Ecological and social problems related to land management remain, including degradation of forests by the combination of human-induced fires and drought; impoverishment of aquatic ecosystems through the widespread application of agricultural chemicals and lack of stream restoration; and loss of indigenous peoples' livelihood options because of ecological degradation. Furthermore, forest conversion is expected to increase with increasing national and international demand for soya, beef and/or palm oil.
A major challenge for sustainable management of tropical agricultural landscapes is highlighted: to transform low-yield, high-deforestation production systems into high-yield, low-deforestation ones. Extensive tracts of land in Brazil's cattle ranching frontier, could undergo these transformations where approximately 200 million hectares of pasture sustain notoriously low cattle densities. Recent declines in MT's deforestation, coupled with increases in crop and cattle productivity, suggest that agriculture intensification could spare large tracts of land for tropical forest conservation.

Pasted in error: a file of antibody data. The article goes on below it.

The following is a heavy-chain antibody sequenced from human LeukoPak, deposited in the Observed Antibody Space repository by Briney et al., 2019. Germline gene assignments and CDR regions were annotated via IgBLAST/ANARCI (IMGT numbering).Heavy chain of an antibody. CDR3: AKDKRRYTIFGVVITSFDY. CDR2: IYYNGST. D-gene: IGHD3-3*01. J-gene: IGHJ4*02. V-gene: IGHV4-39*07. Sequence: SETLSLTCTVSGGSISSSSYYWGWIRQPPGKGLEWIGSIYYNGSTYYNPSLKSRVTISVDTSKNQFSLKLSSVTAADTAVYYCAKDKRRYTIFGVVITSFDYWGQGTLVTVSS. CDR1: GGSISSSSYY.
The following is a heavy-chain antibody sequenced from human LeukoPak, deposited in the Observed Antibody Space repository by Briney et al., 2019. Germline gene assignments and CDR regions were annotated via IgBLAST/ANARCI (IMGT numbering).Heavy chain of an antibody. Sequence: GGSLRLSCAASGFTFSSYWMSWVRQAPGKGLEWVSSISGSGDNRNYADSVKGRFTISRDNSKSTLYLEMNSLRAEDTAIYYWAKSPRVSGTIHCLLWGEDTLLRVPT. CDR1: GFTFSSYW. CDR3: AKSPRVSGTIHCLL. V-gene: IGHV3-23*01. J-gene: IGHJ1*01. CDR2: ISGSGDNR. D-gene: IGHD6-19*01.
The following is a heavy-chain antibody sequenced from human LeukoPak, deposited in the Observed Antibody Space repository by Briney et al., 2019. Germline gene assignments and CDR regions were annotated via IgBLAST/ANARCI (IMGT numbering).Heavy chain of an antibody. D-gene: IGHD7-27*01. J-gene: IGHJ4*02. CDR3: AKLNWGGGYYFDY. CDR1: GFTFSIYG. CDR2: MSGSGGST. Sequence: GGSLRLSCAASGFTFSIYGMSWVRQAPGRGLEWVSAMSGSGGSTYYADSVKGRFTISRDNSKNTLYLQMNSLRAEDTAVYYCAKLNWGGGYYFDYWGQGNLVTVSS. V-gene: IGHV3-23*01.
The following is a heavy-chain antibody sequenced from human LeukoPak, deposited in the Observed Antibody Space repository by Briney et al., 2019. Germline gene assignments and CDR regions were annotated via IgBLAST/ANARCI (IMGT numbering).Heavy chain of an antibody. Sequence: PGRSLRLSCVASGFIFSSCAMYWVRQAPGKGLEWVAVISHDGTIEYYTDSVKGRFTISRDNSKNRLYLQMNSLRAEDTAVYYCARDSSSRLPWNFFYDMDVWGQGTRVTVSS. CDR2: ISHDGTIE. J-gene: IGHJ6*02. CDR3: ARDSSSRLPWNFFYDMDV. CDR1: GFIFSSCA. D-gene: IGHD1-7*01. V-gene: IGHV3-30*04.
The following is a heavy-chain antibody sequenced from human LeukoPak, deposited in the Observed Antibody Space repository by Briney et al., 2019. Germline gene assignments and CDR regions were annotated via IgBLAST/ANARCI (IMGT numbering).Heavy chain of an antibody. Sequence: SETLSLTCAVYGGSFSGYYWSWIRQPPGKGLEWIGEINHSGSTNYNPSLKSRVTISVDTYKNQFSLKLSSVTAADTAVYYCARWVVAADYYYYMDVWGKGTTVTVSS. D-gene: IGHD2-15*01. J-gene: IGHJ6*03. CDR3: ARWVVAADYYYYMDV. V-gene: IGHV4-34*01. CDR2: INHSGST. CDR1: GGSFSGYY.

Co-editor Ruth DeFries of Columbia University notes that "The experience in Brazil's southern Amazon illustrates that deforestation can be controlled simultaneously with increases in agricultural production, but
|Contact: Ian Vorster|
Woods Hole Research Center